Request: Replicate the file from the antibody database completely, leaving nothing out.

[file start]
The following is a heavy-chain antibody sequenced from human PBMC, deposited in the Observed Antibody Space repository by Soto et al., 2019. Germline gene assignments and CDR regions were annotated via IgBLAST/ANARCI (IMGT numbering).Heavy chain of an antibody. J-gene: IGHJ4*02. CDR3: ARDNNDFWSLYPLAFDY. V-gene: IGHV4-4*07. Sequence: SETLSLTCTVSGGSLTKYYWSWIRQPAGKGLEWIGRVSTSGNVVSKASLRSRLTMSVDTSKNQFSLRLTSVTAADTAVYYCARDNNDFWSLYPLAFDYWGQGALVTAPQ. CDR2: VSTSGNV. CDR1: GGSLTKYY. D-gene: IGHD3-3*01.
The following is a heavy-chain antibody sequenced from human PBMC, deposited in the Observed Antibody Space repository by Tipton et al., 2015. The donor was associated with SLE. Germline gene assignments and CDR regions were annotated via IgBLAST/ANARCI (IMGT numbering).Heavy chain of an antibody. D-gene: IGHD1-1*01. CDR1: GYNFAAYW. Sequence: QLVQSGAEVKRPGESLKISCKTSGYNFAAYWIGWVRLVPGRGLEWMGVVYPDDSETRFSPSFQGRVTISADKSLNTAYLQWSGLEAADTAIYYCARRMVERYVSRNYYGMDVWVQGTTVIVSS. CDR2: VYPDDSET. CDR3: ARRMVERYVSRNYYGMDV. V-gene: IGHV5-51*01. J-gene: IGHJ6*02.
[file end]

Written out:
The following is a heavy-chain antibody sequenced from human PBMC, deposited in the Observed Antibody Space repository by Soto et al., 2019. Germline gene assignments and CDR regions were annotated via IgBLAST/ANARCI (IMGT numbering).Heavy chain of an antibody. J-gene: IGHJ4*02. CDR3: ARDNNDFWSLYPLAFDY. V-gene: IGHV4-4*07. Sequence: SETLSLTCTVSGGSLTKYYWSWIRQPAGKGLEWIGRVSTSGNVVSKASLRSRLTMSVDTSKNQFSLRLTSVTAADTAVYYCARDNNDFWSLYPLAFDYWGQGALVTAPQ. CDR2: VSTSGNV. CDR1: GGSLTKYY. D-gene: IGHD3-3*01.
The following is a heavy-chain antibody sequenced from human PBMC, deposited in the Observed Antibody Space repository by Tipton et al., 2015. The donor was associated with SLE. Germline gene assignments and CDR regions were annotated via IgBLAST/ANARCI (IMGT numbering).Heavy chain of an antibody. D-gene: IGHD1-1*01. CDR1: GYNFAAYW. Sequence: QLVQSGAEVKRPGESLKISCKTSGYNFAAYWIGWVRLVPGRGLEWMGVVYPDDSETRFSPSFQGRVTISADKSLNTAYLQWSGLEAADTAIYYCARRMVERYVSRNYYGMDVWVQGTTVIVSS. CDR2: VYPDDSET. CDR3: ARRMVERYVSRNYYGMDV. V-gene: IGHV5-51*01. J-gene: IGHJ6*02.